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IDPH Urges Lead Poisoning Awareness

News – Friday, October 27, 2023

October 22-28 declared Childhood Lead Poisoning Prevention Week in Illinois

SPRINGFIELD – Gov. JB Pritzker has proclaimed October 22-28 as Childhood Lead Poisoning Prevention Week in Illinois to highlight the need to reduce lead exposure in children.  The governor and Dr. Sameer Vohra, director of the Illinois Department of Public Health, have joined with health care professionals and agencies across the state on lead prevention efforts.

Dr. Vohra pointed out Illinois’ childhood lead exposure rates are among the highest in the nation. The primary source of lead poisonings is contaminated dust created by disturbed and/or deteriorated lead-based paint in the state’s 2 million homes built before 1978, the year that lead-based paint was banned. Dr. Vohra also warned that lead in soil, water and other products containing lead also may result in an exposure that could have life-long consequences.

Lead exposure can cause damage to the brain and nervous system, slowed growth and development, learning and behavioral problems, and even coma and death at severely high levels.  Anyone can be exposed to lead, but children are at greatest risk. Lead can also be passed from a pregnant person to their unborn child.

Children 6 years of age and younger are required to be evaluated for lead exposure risks by their physician and receive a blood test, if necessary. Children are recommended to be evaluated or tested at 12 months and 24 months of age, and at 3, 4, 5, and 6 years of age.  IDPH also urges pregnant persons to be evaluated for lead exposure and tested if deemed necessary.  

IDPH and the Centers for Disease Control and Prevention (CDC) have determined that one of the most effective ways to ensure children are protected from the harmful effects of lead is by reducing their exposure to lead contaminated dust in homes where lead-based paint was used prior to being banned.  Simple measures such as regularly wet mopping hard surfaced floors and frequently washing children’s hands and their toys as they play should be utilized.

In addition, testing for the presence of lead in the blood can reveal exposures that would require health interventions. Illinois standards call for public health intervention at five μg/dL (micrograms per deciliter) or higher blood lead levels in children 1 to 5 years of age.

In 2022, Illinois identified more than 3,070 children with confirmed blood lead levels that exceeded public health intervention criteria.  While testing rates declined during the COVID-19 pandemic, the state is striving to raise awareness of the need for evaluation and testing to families and physicians. Testing declined from 22% (2021) to 18% (2022) and IDPH is hopeful a continued push for education and awareness will reverse this trend.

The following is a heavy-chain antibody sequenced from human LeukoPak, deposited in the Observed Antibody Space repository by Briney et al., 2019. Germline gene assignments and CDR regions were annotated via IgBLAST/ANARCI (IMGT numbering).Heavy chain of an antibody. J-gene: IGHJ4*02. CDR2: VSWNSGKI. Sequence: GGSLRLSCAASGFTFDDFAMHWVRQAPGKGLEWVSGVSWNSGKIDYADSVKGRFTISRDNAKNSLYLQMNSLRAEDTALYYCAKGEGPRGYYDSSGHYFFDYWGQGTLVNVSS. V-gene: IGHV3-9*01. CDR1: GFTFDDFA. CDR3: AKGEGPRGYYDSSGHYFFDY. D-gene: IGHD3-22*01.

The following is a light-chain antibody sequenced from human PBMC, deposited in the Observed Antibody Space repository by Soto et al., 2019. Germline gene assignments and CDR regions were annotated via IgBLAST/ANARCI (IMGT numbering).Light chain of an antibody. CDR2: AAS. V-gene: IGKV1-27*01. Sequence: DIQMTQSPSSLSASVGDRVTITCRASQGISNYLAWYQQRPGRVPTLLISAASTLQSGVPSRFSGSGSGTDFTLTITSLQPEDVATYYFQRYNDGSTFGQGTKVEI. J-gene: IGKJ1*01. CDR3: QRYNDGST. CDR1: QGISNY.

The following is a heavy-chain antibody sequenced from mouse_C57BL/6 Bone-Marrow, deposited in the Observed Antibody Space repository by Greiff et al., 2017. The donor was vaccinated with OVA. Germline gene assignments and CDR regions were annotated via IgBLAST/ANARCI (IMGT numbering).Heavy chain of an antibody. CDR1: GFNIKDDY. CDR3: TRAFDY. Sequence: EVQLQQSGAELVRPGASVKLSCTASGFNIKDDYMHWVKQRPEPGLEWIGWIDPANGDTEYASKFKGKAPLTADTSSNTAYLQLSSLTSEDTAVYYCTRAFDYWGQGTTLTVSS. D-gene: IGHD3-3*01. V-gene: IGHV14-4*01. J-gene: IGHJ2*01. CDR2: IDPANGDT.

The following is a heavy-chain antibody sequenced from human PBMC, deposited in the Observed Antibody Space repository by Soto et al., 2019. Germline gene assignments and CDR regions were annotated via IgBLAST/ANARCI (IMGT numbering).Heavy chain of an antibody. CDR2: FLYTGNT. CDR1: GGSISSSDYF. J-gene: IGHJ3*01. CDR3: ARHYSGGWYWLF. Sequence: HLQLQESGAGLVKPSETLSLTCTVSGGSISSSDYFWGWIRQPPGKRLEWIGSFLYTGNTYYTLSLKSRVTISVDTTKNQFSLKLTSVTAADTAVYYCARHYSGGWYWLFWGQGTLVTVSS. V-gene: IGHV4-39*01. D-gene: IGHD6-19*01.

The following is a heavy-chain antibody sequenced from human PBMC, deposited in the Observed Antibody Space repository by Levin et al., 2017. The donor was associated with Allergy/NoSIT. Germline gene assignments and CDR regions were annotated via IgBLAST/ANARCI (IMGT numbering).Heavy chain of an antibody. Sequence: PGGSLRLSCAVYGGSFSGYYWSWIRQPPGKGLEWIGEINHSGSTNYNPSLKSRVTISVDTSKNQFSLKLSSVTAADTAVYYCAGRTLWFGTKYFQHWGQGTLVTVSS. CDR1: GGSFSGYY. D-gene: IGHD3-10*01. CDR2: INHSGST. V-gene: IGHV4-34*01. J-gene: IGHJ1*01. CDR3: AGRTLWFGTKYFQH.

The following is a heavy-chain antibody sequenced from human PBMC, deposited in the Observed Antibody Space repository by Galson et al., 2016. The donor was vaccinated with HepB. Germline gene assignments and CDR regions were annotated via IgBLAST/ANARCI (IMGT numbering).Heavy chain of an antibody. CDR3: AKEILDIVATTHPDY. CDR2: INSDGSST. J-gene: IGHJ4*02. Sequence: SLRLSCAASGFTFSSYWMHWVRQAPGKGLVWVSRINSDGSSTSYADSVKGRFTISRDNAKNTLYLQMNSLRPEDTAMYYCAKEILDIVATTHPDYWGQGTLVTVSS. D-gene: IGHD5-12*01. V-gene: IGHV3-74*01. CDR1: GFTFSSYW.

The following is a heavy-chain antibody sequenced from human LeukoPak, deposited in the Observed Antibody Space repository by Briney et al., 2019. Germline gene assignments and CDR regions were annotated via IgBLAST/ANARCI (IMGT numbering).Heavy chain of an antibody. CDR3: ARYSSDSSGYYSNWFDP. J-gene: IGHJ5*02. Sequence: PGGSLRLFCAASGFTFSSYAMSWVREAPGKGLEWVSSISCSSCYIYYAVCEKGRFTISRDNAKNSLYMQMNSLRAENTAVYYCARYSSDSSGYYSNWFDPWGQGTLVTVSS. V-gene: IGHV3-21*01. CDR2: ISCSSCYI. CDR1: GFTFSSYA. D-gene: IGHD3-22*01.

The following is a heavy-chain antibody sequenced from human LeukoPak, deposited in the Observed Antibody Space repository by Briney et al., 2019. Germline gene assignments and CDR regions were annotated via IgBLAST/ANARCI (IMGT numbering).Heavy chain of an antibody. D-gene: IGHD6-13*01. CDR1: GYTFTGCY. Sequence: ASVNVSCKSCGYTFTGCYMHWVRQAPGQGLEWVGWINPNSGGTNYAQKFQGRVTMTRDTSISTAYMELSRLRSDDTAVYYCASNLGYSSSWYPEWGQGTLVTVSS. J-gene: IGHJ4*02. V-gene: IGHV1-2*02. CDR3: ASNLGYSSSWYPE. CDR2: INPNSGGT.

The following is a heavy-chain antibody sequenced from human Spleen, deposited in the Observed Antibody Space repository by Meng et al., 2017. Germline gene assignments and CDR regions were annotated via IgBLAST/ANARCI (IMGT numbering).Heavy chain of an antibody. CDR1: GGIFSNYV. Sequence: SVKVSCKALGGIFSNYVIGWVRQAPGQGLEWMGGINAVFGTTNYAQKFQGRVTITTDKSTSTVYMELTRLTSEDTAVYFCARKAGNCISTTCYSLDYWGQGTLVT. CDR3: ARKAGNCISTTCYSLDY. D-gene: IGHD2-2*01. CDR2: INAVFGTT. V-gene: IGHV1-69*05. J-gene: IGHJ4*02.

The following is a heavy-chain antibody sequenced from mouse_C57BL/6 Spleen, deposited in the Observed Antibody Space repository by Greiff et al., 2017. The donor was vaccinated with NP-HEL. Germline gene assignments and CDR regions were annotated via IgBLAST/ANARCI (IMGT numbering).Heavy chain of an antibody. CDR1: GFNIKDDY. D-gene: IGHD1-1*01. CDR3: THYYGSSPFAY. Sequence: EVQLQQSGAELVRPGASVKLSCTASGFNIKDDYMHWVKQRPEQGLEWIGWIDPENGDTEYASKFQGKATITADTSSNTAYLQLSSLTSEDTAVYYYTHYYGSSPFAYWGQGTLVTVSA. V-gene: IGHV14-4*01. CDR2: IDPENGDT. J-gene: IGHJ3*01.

In addition to combating the decrease in testing, the state is bringing awareness to underserved communities, as lead exposure has historically disproportionately impacted Black communities. In 2022, 2.6% of Black/African American children tested at public health intervention levels of 5 μg/dL or greater, compared to 1.6% for Whites and 1.5% for Hispanics.

In order to raise awareness of the issue of lead exposure in children, IDPH ran an ad campaign in the summer and early fall on Facebook, Instagram, and TikTok.  These ads targeted families living in high-risk areas and viewers were linked to additional educational information.  The effort targeted families with children and pregnant persons in areas of the state identified with the highest childhood lead exposure rates.

IDPH also reminds parents that school health forms are required for enrollment by October 15 of each school year and a lead section is a required part of the form.  Evaluation for lead exposure and testing, if indicated, is required for entry into day care, preschool, and kindergarten.

In an effort to address the risk of lead poisoning in older homes, IDPH has instituted the Comprehensive Lead Education, Reduction, and Window Replacement (CLEAR-Win) program to reduce the financial burden of lead abatement for low-income residential property owners.

Qualified property owners can apply for grants from local agencies from now through June 30, 2025, for window replacement and, where necessary, other lead hazard control techniques to reduce lead paint and leaded plumbing hazards.   Approximately 58% of houses in the state were built before 1978 and, among those, about 40% contain a lead hazard.

The CLEAR-Win grantee agencies include Christian County Health Department, Ford County Public Health Department, Lee County Health Department, Montgomery County Health Department, and Winnebago County Health Department. For more information, visit:

As the state seeks to help communities remediate lead hazards in homes and other buildings where children are frequently present, Dr. Vohra said it is important to remind everyone who have children living in high-risk lead ZIP codes, homes built before 1978, or with answers of “yes” or “don’t know” on the Children’s Lead Risk Assessment Questionnaire to receive a blood lead test and to find and eliminate the sources of lead exposure. A copy of the questionnaire and list of high-risk ZIP codes can be found here: childhoodleadriskquestionaire.pdf (